slideshow widget

Monday, June 25, 2018

Heart Failure: What Are Treatments?

Bronchodilators are a top-line treatment for heart failure.

Just kidding!

However, some studies do show that some bronchospasm may result from heart failure. But, this bronchospasm is secondary to fluid overload. A bronchodilator will not treat heart failure. It may relieve some of the shortness of breath if it is caused by bronchospasm.

So, you can only treat heart failure with heart failure medicine.

Here's what the Mayo Clinic says:
"You can't reverse many conditions that lead to heart failure, but heart failure can often be treated with good results. Medications can improve the signs and symptoms of heart failure."
Treatment for heart failure includes.
  1. Medicine. Medicines used to treat heart failure are those that strengthen the strength and contractility of the heart, such as Digoxin. They also include medicines to lower the blood pressure or to make patients pee, such as Lasix or Bumex. These are medicines that are often taken every day to prevent heart failure symptoms or to make symptoms less severe when they do occur. For a list of other medicines used to treat heart failure, check out my post, "Heart Failure Medicine).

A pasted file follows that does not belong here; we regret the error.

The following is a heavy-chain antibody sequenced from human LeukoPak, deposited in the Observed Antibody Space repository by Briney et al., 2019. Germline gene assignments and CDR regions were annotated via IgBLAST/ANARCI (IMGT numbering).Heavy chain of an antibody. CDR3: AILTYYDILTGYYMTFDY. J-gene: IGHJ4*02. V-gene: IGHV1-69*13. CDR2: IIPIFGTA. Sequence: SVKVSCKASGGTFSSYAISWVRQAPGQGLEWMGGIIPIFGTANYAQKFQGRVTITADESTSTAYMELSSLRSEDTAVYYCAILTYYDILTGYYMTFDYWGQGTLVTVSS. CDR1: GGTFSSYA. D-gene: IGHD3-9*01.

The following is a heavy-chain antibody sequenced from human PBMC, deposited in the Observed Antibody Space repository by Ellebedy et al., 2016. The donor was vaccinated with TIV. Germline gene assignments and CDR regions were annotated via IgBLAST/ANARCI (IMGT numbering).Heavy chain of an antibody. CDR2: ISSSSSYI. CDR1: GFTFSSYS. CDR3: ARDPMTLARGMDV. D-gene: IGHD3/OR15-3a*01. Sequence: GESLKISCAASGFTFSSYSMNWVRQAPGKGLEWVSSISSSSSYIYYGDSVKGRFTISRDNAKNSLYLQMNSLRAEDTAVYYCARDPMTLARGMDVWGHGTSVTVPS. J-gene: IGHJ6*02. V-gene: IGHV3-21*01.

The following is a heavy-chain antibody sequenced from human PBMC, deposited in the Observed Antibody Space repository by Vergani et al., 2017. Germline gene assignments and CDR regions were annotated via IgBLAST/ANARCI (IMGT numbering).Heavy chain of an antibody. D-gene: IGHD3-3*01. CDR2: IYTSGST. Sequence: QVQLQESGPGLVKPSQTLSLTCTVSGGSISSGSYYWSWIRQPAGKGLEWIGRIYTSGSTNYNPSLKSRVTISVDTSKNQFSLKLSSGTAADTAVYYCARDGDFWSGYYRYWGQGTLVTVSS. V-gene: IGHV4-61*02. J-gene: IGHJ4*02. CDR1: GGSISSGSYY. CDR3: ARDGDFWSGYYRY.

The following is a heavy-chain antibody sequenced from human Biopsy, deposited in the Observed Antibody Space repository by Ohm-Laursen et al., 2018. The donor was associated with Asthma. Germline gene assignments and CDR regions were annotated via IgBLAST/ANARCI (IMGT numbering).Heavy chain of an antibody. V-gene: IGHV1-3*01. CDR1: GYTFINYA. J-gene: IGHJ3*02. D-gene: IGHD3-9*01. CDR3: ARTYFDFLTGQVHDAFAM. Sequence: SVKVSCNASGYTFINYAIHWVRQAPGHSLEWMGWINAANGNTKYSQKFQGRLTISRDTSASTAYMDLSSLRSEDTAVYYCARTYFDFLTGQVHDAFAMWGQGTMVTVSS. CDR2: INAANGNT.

2. Lifestyle changes. These would include such things as quitting smoking, eating a healthy diet, limiting salt intake (to lower blood pressure), exercising to the best of your ability, taking your blood pressure medicines as prescribed by your physician, as well as taking all your meds as prescribed. You'll also need to manage stress, manage depression, manage anxiety, lose weight, control diabetes, and lose weight if you're too overweight.
  3. Surgery. Cardiac anomalies, such as leaky valves and tetrology of felot can be corrected with surgical procedures. 
  4. Supplemental oxygen. This may be needed during exertion and at night while sleeping. It will probably also be needed during flare-ups. 
  5. BiPAP. This reduces preload and afterload to reduce the work the heart has to do. This can often be worn at night time to improve oxygenation and reduce nighttime dyspnea. It can also be used in hospitals to reduce resistance to breathing and to make breathing easier in order to buy time for the medicines used by physicians to work their magic. 
  6. Intubation. It is usually not needed if the patient presents to the emergency room in plenty of time to get adequate treatment. Intubation is often avoided by using BiPAP. 

No comments: